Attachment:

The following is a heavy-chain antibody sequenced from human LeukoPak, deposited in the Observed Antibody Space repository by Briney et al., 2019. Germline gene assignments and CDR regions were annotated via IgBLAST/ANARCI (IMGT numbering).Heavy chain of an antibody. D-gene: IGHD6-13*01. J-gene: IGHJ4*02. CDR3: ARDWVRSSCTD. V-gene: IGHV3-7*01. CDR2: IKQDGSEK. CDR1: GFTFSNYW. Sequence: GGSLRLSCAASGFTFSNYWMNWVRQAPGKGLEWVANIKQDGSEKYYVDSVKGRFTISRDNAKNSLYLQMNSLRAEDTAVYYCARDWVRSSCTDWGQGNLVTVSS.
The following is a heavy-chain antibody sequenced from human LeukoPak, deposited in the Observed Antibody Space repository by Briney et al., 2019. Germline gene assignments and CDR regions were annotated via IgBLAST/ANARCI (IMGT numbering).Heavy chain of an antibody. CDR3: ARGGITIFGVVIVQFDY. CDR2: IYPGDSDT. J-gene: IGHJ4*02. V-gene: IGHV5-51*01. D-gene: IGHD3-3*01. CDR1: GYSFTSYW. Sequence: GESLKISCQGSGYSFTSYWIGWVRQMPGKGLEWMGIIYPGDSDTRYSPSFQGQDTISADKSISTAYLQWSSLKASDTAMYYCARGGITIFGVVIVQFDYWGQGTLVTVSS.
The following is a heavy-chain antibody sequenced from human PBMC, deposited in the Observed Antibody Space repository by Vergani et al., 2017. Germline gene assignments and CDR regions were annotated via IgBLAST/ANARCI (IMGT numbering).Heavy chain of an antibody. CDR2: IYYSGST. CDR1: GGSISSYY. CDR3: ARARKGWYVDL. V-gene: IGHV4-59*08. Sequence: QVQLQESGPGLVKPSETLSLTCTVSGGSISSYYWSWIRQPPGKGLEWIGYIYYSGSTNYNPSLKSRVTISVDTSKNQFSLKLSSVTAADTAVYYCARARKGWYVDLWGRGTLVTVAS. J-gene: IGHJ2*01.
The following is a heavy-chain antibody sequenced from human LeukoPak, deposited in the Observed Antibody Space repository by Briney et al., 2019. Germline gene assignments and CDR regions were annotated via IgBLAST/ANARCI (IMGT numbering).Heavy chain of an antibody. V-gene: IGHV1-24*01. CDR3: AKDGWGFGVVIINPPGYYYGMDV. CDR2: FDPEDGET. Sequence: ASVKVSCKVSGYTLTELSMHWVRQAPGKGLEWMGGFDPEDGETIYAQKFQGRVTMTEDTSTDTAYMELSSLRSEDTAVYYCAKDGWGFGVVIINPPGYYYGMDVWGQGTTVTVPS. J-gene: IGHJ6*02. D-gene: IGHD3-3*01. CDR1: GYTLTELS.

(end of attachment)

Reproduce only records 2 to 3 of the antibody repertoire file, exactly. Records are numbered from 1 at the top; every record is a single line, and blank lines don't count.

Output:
The following is a heavy-chain antibody sequenced from human LeukoPak, deposited in the Observed Antibody Space repository by Briney et al., 2019. Germline gene assignments and CDR regions were annotated via IgBLAST/ANARCI (IMGT numbering).Heavy chain of an antibody. CDR3: ARGGITIFGVVIVQFDY. CDR2: IYPGDSDT. J-gene: IGHJ4*02. V-gene: IGHV5-51*01. D-gene: IGHD3-3*01. CDR1: GYSFTSYW. Sequence: GESLKISCQGSGYSFTSYWIGWVRQMPGKGLEWMGIIYPGDSDTRYSPSFQGQDTISADKSISTAYLQWSSLKASDTAMYYCARGGITIFGVVIVQFDYWGQGTLVTVSS.
The following is a heavy-chain antibody sequenced from human PBMC, deposited in the Observed Antibody Space repository by Vergani et al., 2017. Germline gene assignments and CDR regions were annotated via IgBLAST/ANARCI (IMGT numbering).Heavy chain of an antibody. CDR2: IYYSGST. CDR1: GGSISSYY. CDR3: ARARKGWYVDL. V-gene: IGHV4-59*08. Sequence: QVQLQESGPGLVKPSETLSLTCTVSGGSISSYYWSWIRQPPGKGLEWIGYIYYSGSTNYNPSLKSRVTISVDTSKNQFSLKLSSVTAADTAVYYCARARKGWYVDLWGRGTLVTVAS. J-gene: IGHJ2*01.